Provisional Cast-On Tutorial: The simplest method out there!

My Bowman hat pattern, releasing on 21st November, uses a provisional cast-on to create a folded rib trim.

There are a ridiculous number of ways to cast on your knitting, some of which I have shared with you on the blog. One of the cast-ons that I used to be very intimidated by was the provisional cast-on.

A provisional cast-on is temporary and can be unravelled to reveal live stitches that can be knitted in the opposite direction. This is very useful for folded trims, hems and when you're playing yarn chicken and don't know quite how long to knit something...

In my mind, the process felt like a faff. I couldn't just use my main yarn and needles - I had to use waste yarn and other equipment too. I didn't like fussing around with larger needles and using two yarns at the same time was not my favourite thing to do.

How to Knit the Crochet Provisional Cast-On

As soon as I learnt how to knit the crochet provisional cast-on, my whole opinion of it changed. Yes, this still uses waste yarn and a crochet hook, but it's super fast and you only have to work with one yarn at a time. Certainly a plus for me!

Don't be put off by the use of the crochet hook - you don't need to know how to crochet to do this. Just watch my video and you will see how simple it really is...

Provisional Cast-On Tutorial

Written Instructions on How to Knit the Provisional Cast-On

  1. Using waste yarn, create a slip knot and put it on a crochet hook the same size as your intended knitting needles, being careful not to make it too tight.

  2. Hold one knitting needle in your left hand and the crochet hook in your left hand.

  3. Cross the crochet hook on top of the knitting needle, making sure to keep the tail end of the slip knot out of the way with your left hand.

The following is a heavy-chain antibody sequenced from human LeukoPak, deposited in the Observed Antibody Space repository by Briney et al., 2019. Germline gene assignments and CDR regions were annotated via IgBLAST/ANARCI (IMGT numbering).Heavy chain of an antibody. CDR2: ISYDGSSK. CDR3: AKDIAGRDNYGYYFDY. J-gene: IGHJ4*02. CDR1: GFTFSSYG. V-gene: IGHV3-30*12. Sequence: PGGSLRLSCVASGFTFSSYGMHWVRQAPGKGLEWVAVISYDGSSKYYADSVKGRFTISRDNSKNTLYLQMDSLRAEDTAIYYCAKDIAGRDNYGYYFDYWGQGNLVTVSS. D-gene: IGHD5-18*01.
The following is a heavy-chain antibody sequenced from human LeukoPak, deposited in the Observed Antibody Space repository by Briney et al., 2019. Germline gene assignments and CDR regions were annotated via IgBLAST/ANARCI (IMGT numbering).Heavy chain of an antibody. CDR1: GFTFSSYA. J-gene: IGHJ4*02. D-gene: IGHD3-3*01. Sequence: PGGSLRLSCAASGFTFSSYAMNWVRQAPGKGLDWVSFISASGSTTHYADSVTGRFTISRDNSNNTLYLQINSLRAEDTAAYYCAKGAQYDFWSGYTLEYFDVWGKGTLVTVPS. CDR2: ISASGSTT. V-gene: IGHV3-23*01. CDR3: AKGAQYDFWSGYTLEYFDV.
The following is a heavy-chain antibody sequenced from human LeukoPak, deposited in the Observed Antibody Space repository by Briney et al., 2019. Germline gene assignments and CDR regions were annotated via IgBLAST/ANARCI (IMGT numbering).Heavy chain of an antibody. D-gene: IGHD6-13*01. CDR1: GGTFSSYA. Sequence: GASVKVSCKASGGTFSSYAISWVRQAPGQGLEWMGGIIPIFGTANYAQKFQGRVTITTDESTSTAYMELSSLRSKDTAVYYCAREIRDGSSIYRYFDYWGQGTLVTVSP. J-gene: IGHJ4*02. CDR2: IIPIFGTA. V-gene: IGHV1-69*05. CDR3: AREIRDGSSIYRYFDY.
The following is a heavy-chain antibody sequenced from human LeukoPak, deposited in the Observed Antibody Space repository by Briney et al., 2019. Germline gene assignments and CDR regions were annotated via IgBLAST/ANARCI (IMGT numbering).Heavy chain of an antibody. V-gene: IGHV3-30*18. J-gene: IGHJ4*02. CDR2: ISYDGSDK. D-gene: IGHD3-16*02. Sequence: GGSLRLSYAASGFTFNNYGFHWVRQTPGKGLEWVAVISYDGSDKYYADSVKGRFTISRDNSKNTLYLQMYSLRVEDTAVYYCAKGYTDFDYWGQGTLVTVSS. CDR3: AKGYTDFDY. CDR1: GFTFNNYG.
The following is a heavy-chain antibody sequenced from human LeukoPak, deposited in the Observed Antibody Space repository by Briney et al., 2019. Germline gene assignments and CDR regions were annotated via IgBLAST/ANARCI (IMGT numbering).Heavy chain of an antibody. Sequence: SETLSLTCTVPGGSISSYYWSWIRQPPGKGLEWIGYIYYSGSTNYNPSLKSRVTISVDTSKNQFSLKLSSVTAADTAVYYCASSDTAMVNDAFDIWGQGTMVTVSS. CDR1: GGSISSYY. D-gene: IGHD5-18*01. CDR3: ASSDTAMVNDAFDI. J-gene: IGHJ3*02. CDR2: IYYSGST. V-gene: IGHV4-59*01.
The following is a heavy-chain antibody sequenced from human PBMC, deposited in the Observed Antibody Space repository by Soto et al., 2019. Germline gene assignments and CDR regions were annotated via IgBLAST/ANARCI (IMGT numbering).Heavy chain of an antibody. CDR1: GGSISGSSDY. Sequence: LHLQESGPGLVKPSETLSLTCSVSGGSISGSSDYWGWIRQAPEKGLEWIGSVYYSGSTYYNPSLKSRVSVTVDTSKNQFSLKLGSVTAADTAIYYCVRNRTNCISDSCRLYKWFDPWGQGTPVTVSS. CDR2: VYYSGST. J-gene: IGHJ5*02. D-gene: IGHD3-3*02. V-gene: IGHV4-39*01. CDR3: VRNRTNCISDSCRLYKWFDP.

4. Using your right hand, wrap the ball end of the yarn around the bottom of the knitting needle, going anti-clockwise, and over the top of the crochet hook.

  5. Use the crochet hook to pick up the yarn and pull it through the loop on the crochet hook. You have now created one stitch in your provisional cast on!

  6. Repeat steps 3-5 until you have cast on the number of stitches you need.

  7. When you are done, break the yarn and pull it (not too tightly) through the live stitch still on the crochet hook.

  8. You are now ready to start on the main body of knitting. Using your main colour (NOT waste yarn) start working into the stitches of your cast-on like you would with any cast on.

  9. When you need to unravel the cast-on, it's just a matter of unpicking the knot at the end of the provisional cast-on and pulling the thread. You may wish to do it stitch by stitch in order to quickly catch the live stitches on a needle before they unravel.

Practice in time for my new hat pattern release!

I have a new hat pattern coming out on Tuesday 21st November called Bowman, which features a cosy folded rib trim. I really love the finish on this type of brim, as it looks so polished and professional. It ends up feeling extra cosy with the two layers of ribbing, plus it holds its shape nicely.

Try this technique out with some scrap yarn this week and you will be an expert by next week - just in time for Bowman's release!

As a side note: I've changed up the format of my videos slightly based on feedback I've been receiving recently. I hope you find this new style of video less distracting and easier to follow :)